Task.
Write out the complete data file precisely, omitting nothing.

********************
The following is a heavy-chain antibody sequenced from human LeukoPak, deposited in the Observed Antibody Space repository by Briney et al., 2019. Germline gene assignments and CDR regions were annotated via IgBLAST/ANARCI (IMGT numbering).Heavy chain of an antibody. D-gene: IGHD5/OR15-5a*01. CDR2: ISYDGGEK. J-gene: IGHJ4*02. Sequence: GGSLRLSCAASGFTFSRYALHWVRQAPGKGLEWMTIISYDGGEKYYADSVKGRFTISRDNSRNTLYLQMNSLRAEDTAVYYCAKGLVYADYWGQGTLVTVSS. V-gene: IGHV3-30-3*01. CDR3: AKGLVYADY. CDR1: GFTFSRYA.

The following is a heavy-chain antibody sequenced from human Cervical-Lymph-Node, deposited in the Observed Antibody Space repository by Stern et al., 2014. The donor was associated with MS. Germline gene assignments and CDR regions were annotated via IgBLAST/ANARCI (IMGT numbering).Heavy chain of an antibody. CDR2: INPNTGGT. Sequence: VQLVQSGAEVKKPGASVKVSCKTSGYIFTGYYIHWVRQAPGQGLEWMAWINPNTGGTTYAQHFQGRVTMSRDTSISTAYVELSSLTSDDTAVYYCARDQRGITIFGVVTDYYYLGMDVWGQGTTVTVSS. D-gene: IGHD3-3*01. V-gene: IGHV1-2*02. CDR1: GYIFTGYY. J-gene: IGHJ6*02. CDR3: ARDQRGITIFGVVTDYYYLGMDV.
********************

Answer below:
The following is a heavy-chain antibody sequenced from human LeukoPak, deposited in the Observed Antibody Space repository by Briney et al., 2019. Germline gene assignments and CDR regions were annotated via IgBLAST/ANARCI (IMGT numbering).Heavy chain of an antibody. D-gene: IGHD5/OR15-5a*01. CDR2: ISYDGGEK. J-gene: IGHJ4*02. Sequence: GGSLRLSCAASGFTFSRYALHWVRQAPGKGLEWMTIISYDGGEKYYADSVKGRFTISRDNSRNTLYLQMNSLRAEDTAVYYCAKGLVYADYWGQGTLVTVSS. V-gene: IGHV3-30-3*01. CDR3: AKGLVYADY. CDR1: GFTFSRYA.

The following is a heavy-chain antibody sequenced from human Cervical-Lymph-Node, deposited in the Observed Antibody Space repository by Stern et al., 2014. The donor was associated with MS. Germline gene assignments and CDR regions were annotated via IgBLAST/ANARCI (IMGT numbering).Heavy chain of an antibody. CDR2: INPNTGGT. Sequence: VQLVQSGAEVKKPGASVKVSCKTSGYIFTGYYIHWVRQAPGQGLEWMAWINPNTGGTTYAQHFQGRVTMSRDTSISTAYVELSSLTSDDTAVYYCARDQRGITIFGVVTDYYYLGMDVWGQGTTVTVSS. D-gene: IGHD3-3*01. V-gene: IGHV1-2*02. CDR1: GYIFTGYY. J-gene: IGHJ6*02. CDR3: ARDQRGITIFGVVTDYYYLGMDV.